Here we introduce the grep function, that can help you select rows and columns based on patterns.

# example data frame
dfgrep <- data.frame(genes=c("CCNA1", "TP53", "CCND1", "CCNF", "A2M", "PARP2", "TP63", "DKK1"),
                     log2FC_1=c(-2, -1, 0.5, 1.2, -5, 3.2, 1.3, 0.5),
                     pvalue_1=c(0.01, 0.4, 1, 0.9, 0.003, 0.96, 0.002, 0.67),
                     log2FC_2=c(0.1, -2, 3.5, -1.3, 1.5, 2, 2.1, -0.05),
                     pvalue_2=c(0.87, 0.06, 0.001, 0.4, 0.8, 0.76, 0.08, 0.99))
  • Select the “pvalue” columns of dfgrep with grep:
# select the columns which names match "pvalue" (it does NOT have to be an exact match):
grep(pattern="pvalue", x=colnames(dfgrep))
# extract only those columns:
dfgrep[, grep(pattern="pvalue", x=colnames(dfgrep))]
  • Select all tumor protein gene (TP genes) rows with grep:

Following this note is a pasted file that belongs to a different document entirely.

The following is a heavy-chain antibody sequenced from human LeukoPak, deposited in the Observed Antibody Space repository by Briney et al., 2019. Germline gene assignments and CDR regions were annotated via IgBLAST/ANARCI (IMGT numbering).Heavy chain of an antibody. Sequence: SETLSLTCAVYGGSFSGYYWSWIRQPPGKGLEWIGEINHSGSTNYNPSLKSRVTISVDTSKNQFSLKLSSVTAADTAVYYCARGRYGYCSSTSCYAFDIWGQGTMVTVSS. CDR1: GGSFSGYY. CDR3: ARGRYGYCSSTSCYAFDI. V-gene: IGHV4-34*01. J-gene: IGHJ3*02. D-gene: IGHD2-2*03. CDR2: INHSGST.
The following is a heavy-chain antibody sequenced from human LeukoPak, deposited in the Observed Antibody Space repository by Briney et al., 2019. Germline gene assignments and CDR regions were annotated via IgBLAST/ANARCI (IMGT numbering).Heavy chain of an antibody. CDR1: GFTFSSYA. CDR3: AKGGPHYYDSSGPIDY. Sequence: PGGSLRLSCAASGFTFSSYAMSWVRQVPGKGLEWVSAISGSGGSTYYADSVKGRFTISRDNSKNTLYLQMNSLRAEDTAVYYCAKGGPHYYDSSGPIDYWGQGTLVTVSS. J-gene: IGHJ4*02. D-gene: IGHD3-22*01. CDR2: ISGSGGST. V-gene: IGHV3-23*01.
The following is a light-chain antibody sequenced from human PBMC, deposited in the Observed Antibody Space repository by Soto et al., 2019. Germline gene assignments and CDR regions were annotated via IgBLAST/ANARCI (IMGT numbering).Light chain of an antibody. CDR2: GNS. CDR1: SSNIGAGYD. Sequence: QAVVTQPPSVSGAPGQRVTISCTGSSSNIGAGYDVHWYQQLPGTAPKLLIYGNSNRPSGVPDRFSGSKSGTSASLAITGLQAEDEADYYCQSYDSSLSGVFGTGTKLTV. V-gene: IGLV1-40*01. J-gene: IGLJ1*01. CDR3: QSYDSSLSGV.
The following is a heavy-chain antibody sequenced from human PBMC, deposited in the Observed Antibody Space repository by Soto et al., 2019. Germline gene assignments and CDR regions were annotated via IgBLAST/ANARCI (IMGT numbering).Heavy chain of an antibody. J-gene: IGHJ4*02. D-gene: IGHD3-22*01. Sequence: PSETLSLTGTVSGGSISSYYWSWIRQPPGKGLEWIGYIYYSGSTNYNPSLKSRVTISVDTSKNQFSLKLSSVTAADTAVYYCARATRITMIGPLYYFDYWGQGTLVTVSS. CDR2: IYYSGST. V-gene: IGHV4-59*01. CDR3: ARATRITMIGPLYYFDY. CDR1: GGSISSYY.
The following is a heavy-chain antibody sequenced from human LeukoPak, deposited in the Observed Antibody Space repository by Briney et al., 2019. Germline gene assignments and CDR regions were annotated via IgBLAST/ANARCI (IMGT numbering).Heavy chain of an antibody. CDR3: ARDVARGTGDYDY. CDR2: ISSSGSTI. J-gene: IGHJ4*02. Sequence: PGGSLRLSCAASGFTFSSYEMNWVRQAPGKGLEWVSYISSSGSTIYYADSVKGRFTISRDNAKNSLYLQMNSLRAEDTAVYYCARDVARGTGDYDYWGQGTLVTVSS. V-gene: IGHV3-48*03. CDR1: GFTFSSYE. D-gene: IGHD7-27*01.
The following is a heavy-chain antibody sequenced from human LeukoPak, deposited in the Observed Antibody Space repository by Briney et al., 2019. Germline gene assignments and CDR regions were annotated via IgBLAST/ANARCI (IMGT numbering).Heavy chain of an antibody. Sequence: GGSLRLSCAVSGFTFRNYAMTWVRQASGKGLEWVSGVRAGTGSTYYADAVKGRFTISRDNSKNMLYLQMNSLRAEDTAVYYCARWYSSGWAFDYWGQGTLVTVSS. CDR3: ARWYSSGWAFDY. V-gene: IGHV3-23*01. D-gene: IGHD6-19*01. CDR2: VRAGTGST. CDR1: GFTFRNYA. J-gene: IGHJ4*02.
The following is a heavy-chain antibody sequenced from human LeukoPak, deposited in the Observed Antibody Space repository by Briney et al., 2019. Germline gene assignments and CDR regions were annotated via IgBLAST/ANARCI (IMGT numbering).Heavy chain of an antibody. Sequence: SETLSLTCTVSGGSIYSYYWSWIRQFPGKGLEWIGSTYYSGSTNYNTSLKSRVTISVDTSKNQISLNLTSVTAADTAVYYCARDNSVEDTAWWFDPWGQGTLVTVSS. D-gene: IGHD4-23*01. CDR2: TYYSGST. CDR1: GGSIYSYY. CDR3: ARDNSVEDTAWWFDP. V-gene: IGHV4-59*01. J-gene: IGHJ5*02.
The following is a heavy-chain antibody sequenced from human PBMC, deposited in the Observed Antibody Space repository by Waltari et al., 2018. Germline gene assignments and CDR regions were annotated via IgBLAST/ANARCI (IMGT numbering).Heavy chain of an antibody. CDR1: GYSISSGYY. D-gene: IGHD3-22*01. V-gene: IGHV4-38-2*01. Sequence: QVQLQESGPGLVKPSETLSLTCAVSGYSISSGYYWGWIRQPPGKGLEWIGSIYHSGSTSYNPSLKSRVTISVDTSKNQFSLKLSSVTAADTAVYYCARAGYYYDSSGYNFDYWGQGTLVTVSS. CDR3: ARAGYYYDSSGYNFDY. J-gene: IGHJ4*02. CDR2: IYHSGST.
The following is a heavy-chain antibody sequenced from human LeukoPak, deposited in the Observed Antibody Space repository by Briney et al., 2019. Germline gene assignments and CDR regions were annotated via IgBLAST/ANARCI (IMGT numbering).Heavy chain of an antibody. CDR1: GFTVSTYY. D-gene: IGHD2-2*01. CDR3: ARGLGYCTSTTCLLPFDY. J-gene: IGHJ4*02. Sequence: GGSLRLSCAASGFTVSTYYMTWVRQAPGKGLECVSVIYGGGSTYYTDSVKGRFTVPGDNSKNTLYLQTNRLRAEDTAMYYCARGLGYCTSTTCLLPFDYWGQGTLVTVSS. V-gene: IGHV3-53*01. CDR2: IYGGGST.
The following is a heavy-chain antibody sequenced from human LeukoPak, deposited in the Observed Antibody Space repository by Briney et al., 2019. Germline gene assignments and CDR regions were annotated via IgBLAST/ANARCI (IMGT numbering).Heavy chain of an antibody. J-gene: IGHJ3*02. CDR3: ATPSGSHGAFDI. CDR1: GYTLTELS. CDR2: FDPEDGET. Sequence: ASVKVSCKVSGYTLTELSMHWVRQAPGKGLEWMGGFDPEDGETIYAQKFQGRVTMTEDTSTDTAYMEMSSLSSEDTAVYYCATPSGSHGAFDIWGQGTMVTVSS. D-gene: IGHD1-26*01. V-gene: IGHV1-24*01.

dfgrep[grep(pattern="TP", x=dfgrep$genes), ]

For more details about grep and pattern selection, you can refer to the dedicated extra section

  • Useful grep arguments:

Show the selected names (not the indices):

# shows the indices of selected elements, by default:
grep(pattern="TP", x=dfgrep$genes)
# shows the actual selected elements
grep(pattern="TP", x=dfgrep$genes, value=TRUE)

Show what does NOT match:

# shows what matches the search:
grep(pattern="TP", x=dfgrep$genes)
# shows what doesn't match the search:
grep(pattern="TP", x=dfgrep$genes, invert=TRUE)


Let’s take the dfgrep data frame again:

  1. What is the average “log2FC_1” and “log2FC_2” of the cyclin genes (CCN symbols)? Proceed this way:
  • Select all CCN gene rows.
  • Select all “log2FC” columns.
  • Using the apply function, calculate the average of each “logFC” columns.